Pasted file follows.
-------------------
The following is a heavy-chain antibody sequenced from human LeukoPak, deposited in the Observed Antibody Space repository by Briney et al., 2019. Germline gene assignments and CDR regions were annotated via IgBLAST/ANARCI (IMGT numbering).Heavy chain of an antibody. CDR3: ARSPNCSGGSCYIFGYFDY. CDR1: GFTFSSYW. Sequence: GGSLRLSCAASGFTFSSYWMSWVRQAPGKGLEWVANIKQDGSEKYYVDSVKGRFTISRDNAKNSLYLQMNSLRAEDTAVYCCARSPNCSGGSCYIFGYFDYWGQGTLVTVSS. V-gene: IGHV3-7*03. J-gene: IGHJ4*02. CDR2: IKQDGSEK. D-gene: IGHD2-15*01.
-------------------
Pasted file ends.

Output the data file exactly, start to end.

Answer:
The following is a heavy-chain antibody sequenced from human LeukoPak, deposited in the Observed Antibody Space repository by Briney et al., 2019. Germline gene assignments and CDR regions were annotated via IgBLAST/ANARCI (IMGT numbering).Heavy chain of an antibody. CDR3: ARSPNCSGGSCYIFGYFDY. CDR1: GFTFSSYW. Sequence: GGSLRLSCAASGFTFSSYWMSWVRQAPGKGLEWVANIKQDGSEKYYVDSVKGRFTISRDNAKNSLYLQMNSLRAEDTAVYCCARSPNCSGGSCYIFGYFDYWGQGTLVTVSS. V-gene: IGHV3-7*03. J-gene: IGHJ4*02. CDR2: IKQDGSEK. D-gene: IGHD2-15*01.